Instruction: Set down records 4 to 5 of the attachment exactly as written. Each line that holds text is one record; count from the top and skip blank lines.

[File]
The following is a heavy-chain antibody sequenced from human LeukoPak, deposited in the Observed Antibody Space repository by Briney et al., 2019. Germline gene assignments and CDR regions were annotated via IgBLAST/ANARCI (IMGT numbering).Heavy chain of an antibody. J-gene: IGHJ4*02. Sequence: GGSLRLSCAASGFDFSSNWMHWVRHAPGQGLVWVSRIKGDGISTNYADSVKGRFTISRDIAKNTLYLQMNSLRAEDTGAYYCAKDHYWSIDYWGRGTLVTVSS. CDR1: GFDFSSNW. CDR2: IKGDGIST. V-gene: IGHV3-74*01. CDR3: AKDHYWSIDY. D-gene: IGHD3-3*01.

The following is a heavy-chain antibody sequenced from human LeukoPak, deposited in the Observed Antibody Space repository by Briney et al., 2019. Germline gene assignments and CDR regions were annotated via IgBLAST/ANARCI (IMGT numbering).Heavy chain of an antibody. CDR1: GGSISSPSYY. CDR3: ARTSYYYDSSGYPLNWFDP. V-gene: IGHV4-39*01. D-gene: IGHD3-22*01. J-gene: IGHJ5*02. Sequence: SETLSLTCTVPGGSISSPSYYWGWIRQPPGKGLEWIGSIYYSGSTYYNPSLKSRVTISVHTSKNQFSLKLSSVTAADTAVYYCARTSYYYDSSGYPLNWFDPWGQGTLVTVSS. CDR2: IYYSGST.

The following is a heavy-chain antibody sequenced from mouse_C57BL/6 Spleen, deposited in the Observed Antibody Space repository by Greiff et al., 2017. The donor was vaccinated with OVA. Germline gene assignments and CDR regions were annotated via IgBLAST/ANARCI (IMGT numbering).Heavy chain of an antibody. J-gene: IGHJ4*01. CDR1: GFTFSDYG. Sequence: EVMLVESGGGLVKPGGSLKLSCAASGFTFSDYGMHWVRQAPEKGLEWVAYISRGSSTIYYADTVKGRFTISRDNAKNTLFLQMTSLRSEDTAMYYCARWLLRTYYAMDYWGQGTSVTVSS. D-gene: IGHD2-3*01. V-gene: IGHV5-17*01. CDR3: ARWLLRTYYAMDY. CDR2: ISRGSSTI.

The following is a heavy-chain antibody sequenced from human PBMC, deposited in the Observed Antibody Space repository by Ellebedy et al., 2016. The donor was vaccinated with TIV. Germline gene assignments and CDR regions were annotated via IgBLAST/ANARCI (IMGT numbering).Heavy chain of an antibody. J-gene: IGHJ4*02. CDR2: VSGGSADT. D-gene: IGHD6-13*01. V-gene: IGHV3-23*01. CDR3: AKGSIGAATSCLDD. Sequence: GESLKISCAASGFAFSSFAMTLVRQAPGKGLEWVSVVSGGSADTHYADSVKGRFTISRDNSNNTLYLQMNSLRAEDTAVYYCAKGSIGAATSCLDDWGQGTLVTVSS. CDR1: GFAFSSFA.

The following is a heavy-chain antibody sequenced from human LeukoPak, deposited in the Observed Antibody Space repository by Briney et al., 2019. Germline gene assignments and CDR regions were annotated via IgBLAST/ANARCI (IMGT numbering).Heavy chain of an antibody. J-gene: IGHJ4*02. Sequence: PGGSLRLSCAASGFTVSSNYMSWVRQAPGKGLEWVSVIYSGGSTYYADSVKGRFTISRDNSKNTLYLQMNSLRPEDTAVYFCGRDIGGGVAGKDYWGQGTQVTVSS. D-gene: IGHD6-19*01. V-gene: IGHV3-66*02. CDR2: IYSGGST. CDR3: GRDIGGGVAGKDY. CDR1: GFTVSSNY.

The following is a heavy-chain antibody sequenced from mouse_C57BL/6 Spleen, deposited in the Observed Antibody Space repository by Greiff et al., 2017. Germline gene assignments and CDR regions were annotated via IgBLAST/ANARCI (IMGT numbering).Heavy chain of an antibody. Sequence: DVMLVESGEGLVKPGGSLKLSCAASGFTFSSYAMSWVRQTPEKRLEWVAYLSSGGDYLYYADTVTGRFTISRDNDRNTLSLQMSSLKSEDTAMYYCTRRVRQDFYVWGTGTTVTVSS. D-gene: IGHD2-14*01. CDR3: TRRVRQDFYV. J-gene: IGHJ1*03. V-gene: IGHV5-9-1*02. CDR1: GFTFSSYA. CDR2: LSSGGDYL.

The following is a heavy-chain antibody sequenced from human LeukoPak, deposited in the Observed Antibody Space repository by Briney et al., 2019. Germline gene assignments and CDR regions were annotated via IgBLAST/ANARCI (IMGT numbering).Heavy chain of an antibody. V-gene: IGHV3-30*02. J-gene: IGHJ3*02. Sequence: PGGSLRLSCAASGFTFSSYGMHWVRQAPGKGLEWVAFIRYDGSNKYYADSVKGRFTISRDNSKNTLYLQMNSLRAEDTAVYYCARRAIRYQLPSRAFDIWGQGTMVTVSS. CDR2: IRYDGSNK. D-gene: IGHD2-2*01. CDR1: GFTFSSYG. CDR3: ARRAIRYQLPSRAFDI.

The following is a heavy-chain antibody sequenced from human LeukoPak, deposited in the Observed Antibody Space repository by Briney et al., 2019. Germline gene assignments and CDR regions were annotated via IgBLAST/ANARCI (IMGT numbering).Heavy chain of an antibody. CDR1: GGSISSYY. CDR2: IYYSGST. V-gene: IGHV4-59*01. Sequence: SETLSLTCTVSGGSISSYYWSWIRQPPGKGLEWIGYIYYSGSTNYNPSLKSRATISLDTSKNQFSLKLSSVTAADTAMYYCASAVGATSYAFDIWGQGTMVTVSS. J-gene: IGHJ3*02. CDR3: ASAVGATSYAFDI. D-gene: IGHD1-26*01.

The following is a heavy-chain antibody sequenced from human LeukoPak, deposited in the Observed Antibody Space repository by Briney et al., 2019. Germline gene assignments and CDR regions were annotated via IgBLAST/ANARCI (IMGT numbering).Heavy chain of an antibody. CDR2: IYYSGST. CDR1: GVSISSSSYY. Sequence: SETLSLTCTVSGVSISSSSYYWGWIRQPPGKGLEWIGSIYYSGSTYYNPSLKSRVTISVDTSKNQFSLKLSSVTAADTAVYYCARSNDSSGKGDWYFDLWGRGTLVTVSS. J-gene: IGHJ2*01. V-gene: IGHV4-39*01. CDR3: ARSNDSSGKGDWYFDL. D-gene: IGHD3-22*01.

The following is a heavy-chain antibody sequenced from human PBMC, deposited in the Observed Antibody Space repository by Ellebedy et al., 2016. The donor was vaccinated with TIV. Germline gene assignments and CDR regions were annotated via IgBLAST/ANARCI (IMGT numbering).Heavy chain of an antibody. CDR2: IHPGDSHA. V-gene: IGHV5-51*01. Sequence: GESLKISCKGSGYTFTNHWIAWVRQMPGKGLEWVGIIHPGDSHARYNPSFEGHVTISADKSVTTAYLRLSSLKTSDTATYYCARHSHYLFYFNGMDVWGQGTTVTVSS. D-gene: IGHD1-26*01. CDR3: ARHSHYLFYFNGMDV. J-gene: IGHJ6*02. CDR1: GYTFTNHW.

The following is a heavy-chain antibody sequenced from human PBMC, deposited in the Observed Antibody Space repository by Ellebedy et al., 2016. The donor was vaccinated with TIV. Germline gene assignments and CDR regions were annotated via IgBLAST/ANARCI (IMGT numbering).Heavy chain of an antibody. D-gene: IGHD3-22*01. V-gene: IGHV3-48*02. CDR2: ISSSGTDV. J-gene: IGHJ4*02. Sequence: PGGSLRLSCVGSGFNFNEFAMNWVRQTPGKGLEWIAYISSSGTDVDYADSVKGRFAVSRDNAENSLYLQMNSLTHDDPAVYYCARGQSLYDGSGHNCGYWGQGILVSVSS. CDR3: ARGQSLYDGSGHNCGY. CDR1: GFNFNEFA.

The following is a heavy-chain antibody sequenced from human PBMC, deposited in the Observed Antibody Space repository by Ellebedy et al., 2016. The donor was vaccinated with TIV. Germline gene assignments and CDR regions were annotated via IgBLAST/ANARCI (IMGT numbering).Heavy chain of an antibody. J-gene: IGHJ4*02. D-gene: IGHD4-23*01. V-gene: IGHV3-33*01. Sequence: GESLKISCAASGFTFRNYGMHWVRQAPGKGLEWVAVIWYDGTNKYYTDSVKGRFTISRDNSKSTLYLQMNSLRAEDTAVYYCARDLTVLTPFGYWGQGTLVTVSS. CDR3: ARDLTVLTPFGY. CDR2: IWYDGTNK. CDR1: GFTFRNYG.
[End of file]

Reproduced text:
The following is a heavy-chain antibody sequenced from human PBMC, deposited in the Observed Antibody Space repository by Ellebedy et al., 2016. The donor was vaccinated with TIV. Germline gene assignments and CDR regions were annotated via IgBLAST/ANARCI (IMGT numbering).Heavy chain of an antibody. J-gene: IGHJ4*02. CDR2: VSGGSADT. D-gene: IGHD6-13*01. V-gene: IGHV3-23*01. CDR3: AKGSIGAATSCLDD. Sequence: GESLKISCAASGFAFSSFAMTLVRQAPGKGLEWVSVVSGGSADTHYADSVKGRFTISRDNSNNTLYLQMNSLRAEDTAVYYCAKGSIGAATSCLDDWGQGTLVTVSS. CDR1: GFAFSSFA.

The following is a heavy-chain antibody sequenced from human LeukoPak, deposited in the Observed Antibody Space repository by Briney et al., 2019. Germline gene assignments and CDR regions were annotated via IgBLAST/ANARCI (IMGT numbering).Heavy chain of an antibody. J-gene: IGHJ4*02. Sequence: PGGSLRLSCAASGFTVSSNYMSWVRQAPGKGLEWVSVIYSGGSTYYADSVKGRFTISRDNSKNTLYLQMNSLRPEDTAVYFCGRDIGGGVAGKDYWGQGTQVTVSS. D-gene: IGHD6-19*01. V-gene: IGHV3-66*02. CDR2: IYSGGST. CDR3: GRDIGGGVAGKDY. CDR1: GFTVSSNY.